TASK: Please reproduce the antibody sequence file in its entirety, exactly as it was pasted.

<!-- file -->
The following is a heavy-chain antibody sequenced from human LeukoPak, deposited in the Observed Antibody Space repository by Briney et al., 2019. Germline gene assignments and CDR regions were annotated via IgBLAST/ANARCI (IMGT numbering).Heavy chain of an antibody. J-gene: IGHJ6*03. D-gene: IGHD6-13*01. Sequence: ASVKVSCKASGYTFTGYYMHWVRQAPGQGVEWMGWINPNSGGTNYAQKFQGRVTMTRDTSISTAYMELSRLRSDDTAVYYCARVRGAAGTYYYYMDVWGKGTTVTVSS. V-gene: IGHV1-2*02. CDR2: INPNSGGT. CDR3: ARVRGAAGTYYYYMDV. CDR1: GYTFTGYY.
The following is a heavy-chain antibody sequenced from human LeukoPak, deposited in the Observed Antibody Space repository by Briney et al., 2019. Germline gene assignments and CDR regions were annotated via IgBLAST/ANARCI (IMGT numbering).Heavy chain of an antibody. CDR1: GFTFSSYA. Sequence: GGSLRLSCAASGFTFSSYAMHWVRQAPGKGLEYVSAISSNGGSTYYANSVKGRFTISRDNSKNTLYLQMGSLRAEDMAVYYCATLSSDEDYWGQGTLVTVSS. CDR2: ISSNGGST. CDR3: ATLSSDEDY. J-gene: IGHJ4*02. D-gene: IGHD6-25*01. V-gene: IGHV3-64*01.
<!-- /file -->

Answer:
The following is a heavy-chain antibody sequenced from human LeukoPak, deposited in the Observed Antibody Space repository by Briney et al., 2019. Germline gene assignments and CDR regions were annotated via IgBLAST/ANARCI (IMGT numbering).Heavy chain of an antibody. J-gene: IGHJ6*03. D-gene: IGHD6-13*01. Sequence: ASVKVSCKASGYTFTGYYMHWVRQAPGQGVEWMGWINPNSGGTNYAQKFQGRVTMTRDTSISTAYMELSRLRSDDTAVYYCARVRGAAGTYYYYMDVWGKGTTVTVSS. V-gene: IGHV1-2*02. CDR2: INPNSGGT. CDR3: ARVRGAAGTYYYYMDV. CDR1: GYTFTGYY.
The following is a heavy-chain antibody sequenced from human LeukoPak, deposited in the Observed Antibody Space repository by Briney et al., 2019. Germline gene assignments and CDR regions were annotated via IgBLAST/ANARCI (IMGT numbering).Heavy chain of an antibody. CDR1: GFTFSSYA. Sequence: GGSLRLSCAASGFTFSSYAMHWVRQAPGKGLEYVSAISSNGGSTYYANSVKGRFTISRDNSKNTLYLQMGSLRAEDMAVYYCATLSSDEDYWGQGTLVTVSS. CDR2: ISSNGGST. CDR3: ATLSSDEDY. J-gene: IGHJ4*02. D-gene: IGHD6-25*01. V-gene: IGHV3-64*01.